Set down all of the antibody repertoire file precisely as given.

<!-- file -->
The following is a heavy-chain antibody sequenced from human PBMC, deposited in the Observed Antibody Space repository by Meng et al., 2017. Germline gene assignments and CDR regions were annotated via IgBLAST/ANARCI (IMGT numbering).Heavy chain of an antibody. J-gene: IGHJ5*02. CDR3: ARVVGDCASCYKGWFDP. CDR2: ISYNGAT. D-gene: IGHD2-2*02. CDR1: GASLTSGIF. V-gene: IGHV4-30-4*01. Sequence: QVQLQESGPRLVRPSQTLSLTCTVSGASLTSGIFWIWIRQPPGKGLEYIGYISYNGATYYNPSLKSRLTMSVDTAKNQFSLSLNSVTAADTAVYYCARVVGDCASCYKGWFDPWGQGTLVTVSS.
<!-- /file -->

The following is a heavy-chain antibody sequenced from human PBMC, deposited in the Observed Antibody Space repository by Meng et al., 2017. Germline gene assignments and CDR regions were annotated via IgBLAST/ANARCI (IMGT numbering).Heavy chain of an antibody. J-gene: IGHJ5*02. CDR3: ARVVGDCASCYKGWFDP. CDR2: ISYNGAT. D-gene: IGHD2-2*02. CDR1: GASLTSGIF. V-gene: IGHV4-30-4*01. Sequence: QVQLQESGPRLVRPSQTLSLTCTVSGASLTSGIFWIWIRQPPGKGLEYIGYISYNGATYYNPSLKSRLTMSVDTAKNQFSLSLNSVTAADTAVYYCARVVGDCASCYKGWFDPWGQGTLVTVSS.